Anyway, we were getting lunch buffet at the Indian restaurant, which is called Royal Bengal. They serve mostly Northern Indian and Bengali cuisine, even though I don't really know what that really means hehe. Indian buffet is always a good time, because well first it's all you can eat, and that's always exciting for students living on a budget, but also because I don't eat Indian food often and it's fun to have something different every once in a while. The prices uses to be great, with the lunch buffet costing about $6 on weekdays and $7 on weekends (more meat dishes), and over the years it has risen gradually, to the point where weekend lunch is now $9.50 per person, which is at the threshold where I would not be willing to pay for it if it went any higher. Luckily MIT and Harvard students get a 10% discount, but honestly that's like less than $1 off, so it's not that much of a difference. So that particular weekend they were serving goat curry, fish tikka masala, and fish curry as their specials. The usual fare includes chicken tandoori, aloo gohbi (cauliflower and potatoes cooked with tomatoes, onions, herbs and spices), vegetables curry, daal (a creamy lentils dish), samosas, vegetable pakoras (battered and fried pieces of cauliflower usually), and some fresh vegetable salad with chutney and pita bread available on the side. Yum, here's my first platter of goodies. I try to get a little of everything, but I have to admit I'm not very good with spicy food, so I try to stick with less spicy stuff or else I'd be drinking water like crazy. I usually get a generous portion of the lentils, and some masala item, as they are mild and help give a little buffer to the spicy curries :)

The other thing I really like about Indian buffet is their rice pudding, which is called badami kheer. Indian style rice pudding tends to have a harder rice kernel (not as soft and mushy as English rice puddings) and a more liquid milk that makes the pudding a very refreshing dessert, especially after the spicy entrees. Served cold, it's usually flavored with cardamom, almonds, and raisins, although I try to avoid picking up the almonds and raisins since I like the pure texture and flavor of the rice with the milk. I grew up loving the Kozy Shack style of rice pudding, topped with a healthy bit of cinnamon, and while that is still one of my favorite comfort desserts, I am always looking forward to the Indian rice pudding each time I'm at Royal Bengal. Mmm yum.

Other things I've had lately include a good deal of homecooked meals. On the day that I got back from my latest NYC visit, my boyfriend had prepared dinner for us, which I thought was a really nice gesture especially after my long bus ride back. He pan fried together some onions and a bunch of garlic marinated pork chop medallions, which were thin and juicy with a slightly crispy layer of thin cornstarch. We ate them with rice and a side of garlic stir fried broccoli, and it was a great satisfying meal to come home to after a long day traveling. It's really nice to have someone there who can pick up the cooking when you just don't have the time for it (I had been thinking of getting fast food for dinner when he called me on the phone to let me know he was making dinner – good timing!).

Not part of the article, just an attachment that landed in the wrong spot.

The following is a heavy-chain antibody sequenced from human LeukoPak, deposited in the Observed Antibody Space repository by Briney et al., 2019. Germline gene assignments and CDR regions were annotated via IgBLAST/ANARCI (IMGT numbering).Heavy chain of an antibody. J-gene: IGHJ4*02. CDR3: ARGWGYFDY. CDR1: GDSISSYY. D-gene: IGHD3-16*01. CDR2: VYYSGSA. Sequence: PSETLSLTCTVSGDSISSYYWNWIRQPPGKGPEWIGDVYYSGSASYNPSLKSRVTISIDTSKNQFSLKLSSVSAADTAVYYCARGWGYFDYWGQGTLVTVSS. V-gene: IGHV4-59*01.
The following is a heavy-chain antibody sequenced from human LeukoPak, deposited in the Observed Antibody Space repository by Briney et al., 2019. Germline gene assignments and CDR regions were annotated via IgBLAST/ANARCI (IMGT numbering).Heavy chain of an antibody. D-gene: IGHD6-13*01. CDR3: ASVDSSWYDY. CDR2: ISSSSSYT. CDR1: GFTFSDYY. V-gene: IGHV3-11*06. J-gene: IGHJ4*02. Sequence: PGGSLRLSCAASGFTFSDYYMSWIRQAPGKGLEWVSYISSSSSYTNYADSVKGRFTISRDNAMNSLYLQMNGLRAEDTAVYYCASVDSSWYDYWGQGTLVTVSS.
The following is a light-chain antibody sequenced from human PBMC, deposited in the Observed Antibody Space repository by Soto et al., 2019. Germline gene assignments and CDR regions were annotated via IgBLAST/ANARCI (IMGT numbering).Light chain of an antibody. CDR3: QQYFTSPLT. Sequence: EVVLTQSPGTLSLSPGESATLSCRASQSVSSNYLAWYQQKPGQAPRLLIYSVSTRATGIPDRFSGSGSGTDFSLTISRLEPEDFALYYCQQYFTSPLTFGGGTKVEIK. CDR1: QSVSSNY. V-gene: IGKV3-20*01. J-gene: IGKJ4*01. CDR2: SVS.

To return the favor, I was in charge of dinner on a night when Greg had to meet with some classmates for a group project right around dinnertime, so that he could come back and we could have dinner ready to eat before like 9pm. Even though cooking alone takes a while since prep time and cooking time can't be cut down by doing both simultaneously (not very well anyway), I really do like having total control over our tiny kitchen space and trying my best to multi-task while planning out what I wanted to make. I definitely relish in the execution of my dinner plan. That's the thing about cooking which makes it so different from baking. For the most part, at least in Asian cuisine, you never have to worry about perfect portioning of ingredients. A dash here, and spoonful there, and a sip of what's in the pot are really the only things you need. Everything else is just trial and error (and execution via familiarity) until you get things to be exactly (or close to) how you want it to be. It's difficult to mess up… as long as you're not burning anything.

There's so much personality in each dish, so much room for variation, that I honestly believe no two dishes I ever make come out the same. Which is fun for me, but I guess difficult for many Westerners to manage, since so often Western cooking is governed by recipes (even when they don't really need to be). That said, I believe cooking is a very intimate thing, and one that you can really only improve on with experience and a flair for experimenting. Whenever I ask my mom how to cook the dishes she likes to make at home, she can never spit out a recipe for me. Never. She'll just insist that I come and watch her cook, and she'll be able to rattle off the general steps, just never the amounts of the ingredients used. And now that I've done a bit of cooking myself, I know just how true that is. When you're just adding and adding an ingredient until you get that satisfactory taste, you definitely lose track of how much is going into the dish. Anyway… heh tangent.